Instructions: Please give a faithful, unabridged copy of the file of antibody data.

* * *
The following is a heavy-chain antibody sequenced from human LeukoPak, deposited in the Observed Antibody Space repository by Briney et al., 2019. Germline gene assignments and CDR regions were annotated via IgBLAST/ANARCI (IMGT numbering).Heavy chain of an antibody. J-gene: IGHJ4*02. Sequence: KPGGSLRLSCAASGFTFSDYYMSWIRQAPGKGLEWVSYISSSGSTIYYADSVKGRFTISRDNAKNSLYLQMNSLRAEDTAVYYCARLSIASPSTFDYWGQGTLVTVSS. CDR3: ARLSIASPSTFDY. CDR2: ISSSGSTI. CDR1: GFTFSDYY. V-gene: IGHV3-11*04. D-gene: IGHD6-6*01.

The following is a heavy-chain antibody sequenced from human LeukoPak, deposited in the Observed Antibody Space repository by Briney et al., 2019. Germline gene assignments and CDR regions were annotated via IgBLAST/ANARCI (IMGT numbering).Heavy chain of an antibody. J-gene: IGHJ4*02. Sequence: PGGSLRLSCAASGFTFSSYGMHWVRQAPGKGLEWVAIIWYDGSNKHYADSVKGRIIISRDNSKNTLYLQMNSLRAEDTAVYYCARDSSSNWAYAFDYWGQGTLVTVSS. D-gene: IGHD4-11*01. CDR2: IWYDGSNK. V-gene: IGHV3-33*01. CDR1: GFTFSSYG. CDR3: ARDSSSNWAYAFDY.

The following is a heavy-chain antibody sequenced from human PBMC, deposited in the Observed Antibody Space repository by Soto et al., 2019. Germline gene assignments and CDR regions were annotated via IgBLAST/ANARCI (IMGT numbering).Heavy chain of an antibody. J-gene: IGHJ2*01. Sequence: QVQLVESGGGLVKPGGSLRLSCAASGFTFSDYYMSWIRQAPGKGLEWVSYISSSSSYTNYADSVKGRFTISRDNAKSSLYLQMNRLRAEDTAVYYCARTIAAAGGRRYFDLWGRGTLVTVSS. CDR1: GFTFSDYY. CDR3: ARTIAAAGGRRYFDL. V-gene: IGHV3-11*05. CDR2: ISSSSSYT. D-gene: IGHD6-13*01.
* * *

The following is a heavy-chain antibody sequenced from human LeukoPak, deposited in the Observed Antibody Space repository by Briney et al., 2019. Germline gene assignments and CDR regions were annotated via IgBLAST/ANARCI (IMGT numbering).Heavy chain of an antibody. J-gene: IGHJ4*02. Sequence: KPGGSLRLSCAASGFTFSDYYMSWIRQAPGKGLEWVSYISSSGSTIYYADSVKGRFTISRDNAKNSLYLQMNSLRAEDTAVYYCARLSIASPSTFDYWGQGTLVTVSS. CDR3: ARLSIASPSTFDY. CDR2: ISSSGSTI. CDR1: GFTFSDYY. V-gene: IGHV3-11*04. D-gene: IGHD6-6*01.

The following is a heavy-chain antibody sequenced from human LeukoPak, deposited in the Observed Antibody Space repository by Briney et al., 2019. Germline gene assignments and CDR regions were annotated via IgBLAST/ANARCI (IMGT numbering).Heavy chain of an antibody. J-gene: IGHJ4*02. Sequence: PGGSLRLSCAASGFTFSSYGMHWVRQAPGKGLEWVAIIWYDGSNKHYADSVKGRIIISRDNSKNTLYLQMNSLRAEDTAVYYCARDSSSNWAYAFDYWGQGTLVTVSS. D-gene: IGHD4-11*01. CDR2: IWYDGSNK. V-gene: IGHV3-33*01. CDR1: GFTFSSYG. CDR3: ARDSSSNWAYAFDY.

The following is a heavy-chain antibody sequenced from human PBMC, deposited in the Observed Antibody Space repository by Soto et al., 2019. Germline gene assignments and CDR regions were annotated via IgBLAST/ANARCI (IMGT numbering).Heavy chain of an antibody. J-gene: IGHJ2*01. Sequence: QVQLVESGGGLVKPGGSLRLSCAASGFTFSDYYMSWIRQAPGKGLEWVSYISSSSSYTNYADSVKGRFTISRDNAKSSLYLQMNRLRAEDTAVYYCARTIAAAGGRRYFDLWGRGTLVTVSS. CDR1: GFTFSDYY. CDR3: ARTIAAAGGRRYFDL. V-gene: IGHV3-11*05. CDR2: ISSSSSYT. D-gene: IGHD6-13*01.